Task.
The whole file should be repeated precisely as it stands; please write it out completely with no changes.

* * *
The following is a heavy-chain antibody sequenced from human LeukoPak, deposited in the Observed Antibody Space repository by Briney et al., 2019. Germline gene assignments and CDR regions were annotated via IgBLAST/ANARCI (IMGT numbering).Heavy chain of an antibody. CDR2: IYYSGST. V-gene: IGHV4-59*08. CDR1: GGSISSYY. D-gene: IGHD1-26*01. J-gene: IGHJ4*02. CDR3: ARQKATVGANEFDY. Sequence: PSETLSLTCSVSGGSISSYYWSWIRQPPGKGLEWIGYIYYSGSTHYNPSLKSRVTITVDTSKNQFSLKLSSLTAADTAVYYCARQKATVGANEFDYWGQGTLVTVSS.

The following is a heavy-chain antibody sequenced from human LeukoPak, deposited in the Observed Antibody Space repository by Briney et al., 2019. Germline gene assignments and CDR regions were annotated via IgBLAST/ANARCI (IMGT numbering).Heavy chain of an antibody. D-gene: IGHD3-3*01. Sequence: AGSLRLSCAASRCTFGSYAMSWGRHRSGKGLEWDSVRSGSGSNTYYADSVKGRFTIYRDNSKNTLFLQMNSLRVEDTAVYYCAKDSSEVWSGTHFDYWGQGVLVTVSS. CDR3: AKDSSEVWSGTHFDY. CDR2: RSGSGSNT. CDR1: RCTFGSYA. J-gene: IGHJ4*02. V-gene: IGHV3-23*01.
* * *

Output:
The following is a heavy-chain antibody sequenced from human LeukoPak, deposited in the Observed Antibody Space repository by Briney et al., 2019. Germline gene assignments and CDR regions were annotated via IgBLAST/ANARCI (IMGT numbering).Heavy chain of an antibody. CDR2: IYYSGST. V-gene: IGHV4-59*08. CDR1: GGSISSYY. D-gene: IGHD1-26*01. J-gene: IGHJ4*02. CDR3: ARQKATVGANEFDY. Sequence: PSETLSLTCSVSGGSISSYYWSWIRQPPGKGLEWIGYIYYSGSTHYNPSLKSRVTITVDTSKNQFSLKLSSLTAADTAVYYCARQKATVGANEFDYWGQGTLVTVSS.

The following is a heavy-chain antibody sequenced from human LeukoPak, deposited in the Observed Antibody Space repository by Briney et al., 2019. Germline gene assignments and CDR regions were annotated via IgBLAST/ANARCI (IMGT numbering).Heavy chain of an antibody. D-gene: IGHD3-3*01. Sequence: AGSLRLSCAASRCTFGSYAMSWGRHRSGKGLEWDSVRSGSGSNTYYADSVKGRFTIYRDNSKNTLFLQMNSLRVEDTAVYYCAKDSSEVWSGTHFDYWGQGVLVTVSS. CDR3: AKDSSEVWSGTHFDY. CDR2: RSGSGSNT. CDR1: RCTFGSYA. J-gene: IGHJ4*02. V-gene: IGHV3-23*01.